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When Cupid Comes Callin’ at Work

Romance is alive and well in the workplace, according to new SHRM research.

Crushing on someone at work? If you think you’re keeping your workplace romance under wraps, think again. Nearly one-fourth (22 percent) of those who report being in a relationship at work or have been in one in the past said they were outed by someone at work, according to a new SHRM research report, Love Is in the Air … and at Work.

Nearly one-third (31 percent) of 1,073 U.S. workers surveyed in January said their organizations require workplace romance disclosure; 44 percent said it’s not required, and 25 percent just don’t know. Among those currently in a relationship, 51 percent disclosed it to their employer. For those—past or present—who have ever been in a workplace romance, 30 percent contacted HR to make sure they weren’t violating company policy. Others, though, had their relationship made public by someone at work but never formally reported (31 percent).

[Listen to the latest Honest HR episode: What the Research Says About Workplace Romance with SHRM's Casey Sword]

When workers have come clean with their employer about their current relationship, more than half said the following people were very supportive:

  • Co-workers—61 percent.
  • Direct supervisor—51 percent.
  • HR—54 percent.
  • Senior leadership—53 percent.

Policies, Guidelines

Nearly two-thirds (64 percent) of respondents don’t think employers should ban workplace romances, but 78 percent said there should be employer guidelines.

“We know that our work affects our lives and our livelihoods, as this new research proves that workers are finding true connections in the workplace resulting in long-lasting relationships,” said Johnny C. Taylor, Jr., SHRM-SCP, SHRM president and CEO. 

“While the data shows overwhelmingly positive outcomes, it is still incredibly important that organizations have guidelines and policies in place,” he said, “not to interfere with the relationships, but to protect employees from favoritism, retaliation and incidents of sexual harassment.” 

Such liaisons can be problematic.

“How will your co-workers feel when they find out you are dating a colleague, or perhaps even the boss?” the American Management Association asked in its report, Office Romance: Worth the Risk?

“A potential office romance will always fuel the rumor mill,” the report authors noted. “Remember, in an office setting, perception is reality. Even if you aren't having an affair, subtle flirting at work will be enough to start the rumors. There also could be the claims of favoritism,” damage to your reputation, and tension or harassment when a relationship sours.

In fact, approximately 40 percent of workers said such relationships are unprofessional and taboo, SHRM found, even though 78 percent are comfortable with others being involved in a workplace romance.

Perhaps it depends on who those close encounters are with. Only 27 percent said it’s OK for individuals of different levels who often or always work together to be in a relationship. However:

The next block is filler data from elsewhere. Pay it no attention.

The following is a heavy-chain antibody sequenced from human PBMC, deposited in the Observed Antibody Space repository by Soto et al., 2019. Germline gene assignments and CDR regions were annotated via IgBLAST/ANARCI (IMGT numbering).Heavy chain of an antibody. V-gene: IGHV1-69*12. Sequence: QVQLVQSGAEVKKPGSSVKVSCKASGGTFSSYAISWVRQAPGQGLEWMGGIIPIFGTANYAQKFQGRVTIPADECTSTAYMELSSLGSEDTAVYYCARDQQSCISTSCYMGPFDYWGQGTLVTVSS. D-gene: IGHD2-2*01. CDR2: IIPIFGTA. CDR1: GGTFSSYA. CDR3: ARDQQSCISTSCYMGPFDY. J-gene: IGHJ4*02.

Sometimes a workplace relationship has more of a familial feel, like that of a workplace “spouse.” More than one-third of U.S. workers (34 percent) said they have such a platonic connection with a co-worker or business associate.

“Work spouses often function as a team and [they] can protect one another, anticipating information or actions that are potentially hurtful or punitive,” according to Psychology Today, noting such a bond can develop among individuals who might not be romantically attracted to one another.

The spouses provide each other “an outlet for venting frustrations, celebrating successes and navigating the complexities of organizational dynamics.”

Sometimes, though, the relationship moves beyond the platonic—43 percent of workers reported having romantic feelings for their work spouse and 45 percent felt the need to hide those feelings from their significant other or the person they’re dating.

I (Heart) You

So how widespread is love among the cubicles?

According to SHRM’s research released Feb. 14, 17 percent of U.S. workers are currently in a workplace romance. Among that number:

  • 67 percent are involved with peers. Only 23 percent are involved with a superior and 10 percent with a subordinate.
  • 73 percent considered their relationship serious; the rest said it was casual.

Others may not currently be involved with someone they work with, but that doesn’t mean it’s a road not taken. Among the 41 percent who have previously been in such a relationship:

  • 79 percent were involved with a peer.
  • 14 percent were involved with a superior.
  • 9 percent were involved with a subordinate.

Respondents were evenly divided on the reason for dating their current squeeze—love (33 percent); career reasons such as advancement (32 percent); and other reasons, such as the excitement of being with someone (32 percent).

Despite cautionary tales about getting involved with someone at work, 80 percent or more of U.S. workers currently in a workplace relationship said their experience has enhanced their workplace motivation, their sense of belonging and their commitment to the organization.

Of those who used to be in a workplace relationship, slightly more than one-fourth (26 percent) didn’t regret the romance but would not get involved again at work. Most workers, though, said the relationship was worth it (74 percent), and 48 percent said they would do it again.

Other SHRM Resources:

Employee Dating Policy
Anti-Harassment Policy and Complaint Procedure
Personal Relationships Policy
Consensual Relationship Agreement


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